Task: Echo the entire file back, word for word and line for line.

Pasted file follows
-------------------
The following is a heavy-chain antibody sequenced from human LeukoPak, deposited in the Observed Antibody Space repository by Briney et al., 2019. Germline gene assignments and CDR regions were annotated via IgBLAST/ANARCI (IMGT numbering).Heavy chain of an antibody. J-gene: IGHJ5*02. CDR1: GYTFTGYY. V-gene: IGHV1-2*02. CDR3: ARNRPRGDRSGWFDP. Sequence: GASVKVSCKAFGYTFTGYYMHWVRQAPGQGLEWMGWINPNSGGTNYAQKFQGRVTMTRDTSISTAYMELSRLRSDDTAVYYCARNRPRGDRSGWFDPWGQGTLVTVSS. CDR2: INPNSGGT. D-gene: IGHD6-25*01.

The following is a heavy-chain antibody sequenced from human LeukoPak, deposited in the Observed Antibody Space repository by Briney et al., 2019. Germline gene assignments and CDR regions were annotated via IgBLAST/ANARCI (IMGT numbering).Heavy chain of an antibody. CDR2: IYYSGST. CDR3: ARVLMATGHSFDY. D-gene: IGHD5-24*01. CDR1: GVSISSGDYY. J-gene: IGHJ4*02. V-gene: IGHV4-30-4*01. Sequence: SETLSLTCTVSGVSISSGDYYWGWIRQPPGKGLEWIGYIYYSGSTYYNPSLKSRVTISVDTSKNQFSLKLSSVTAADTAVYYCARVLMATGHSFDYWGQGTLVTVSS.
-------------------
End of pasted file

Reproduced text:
The following is a heavy-chain antibody sequenced from human LeukoPak, deposited in the Observed Antibody Space repository by Briney et al., 2019. Germline gene assignments and CDR regions were annotated via IgBLAST/ANARCI (IMGT numbering).Heavy chain of an antibody. J-gene: IGHJ5*02. CDR1: GYTFTGYY. V-gene: IGHV1-2*02. CDR3: ARNRPRGDRSGWFDP. Sequence: GASVKVSCKAFGYTFTGYYMHWVRQAPGQGLEWMGWINPNSGGTNYAQKFQGRVTMTRDTSISTAYMELSRLRSDDTAVYYCARNRPRGDRSGWFDPWGQGTLVTVSS. CDR2: INPNSGGT. D-gene: IGHD6-25*01.

The following is a heavy-chain antibody sequenced from human LeukoPak, deposited in the Observed Antibody Space repository by Briney et al., 2019. Germline gene assignments and CDR regions were annotated via IgBLAST/ANARCI (IMGT numbering).Heavy chain of an antibody. CDR2: IYYSGST. CDR3: ARVLMATGHSFDY. D-gene: IGHD5-24*01. CDR1: GVSISSGDYY. J-gene: IGHJ4*02. V-gene: IGHV4-30-4*01. Sequence: SETLSLTCTVSGVSISSGDYYWGWIRQPPGKGLEWIGYIYYSGSTYYNPSLKSRVTISVDTSKNQFSLKLSSVTAADTAVYYCARVLMATGHSFDYWGQGTLVTVSS.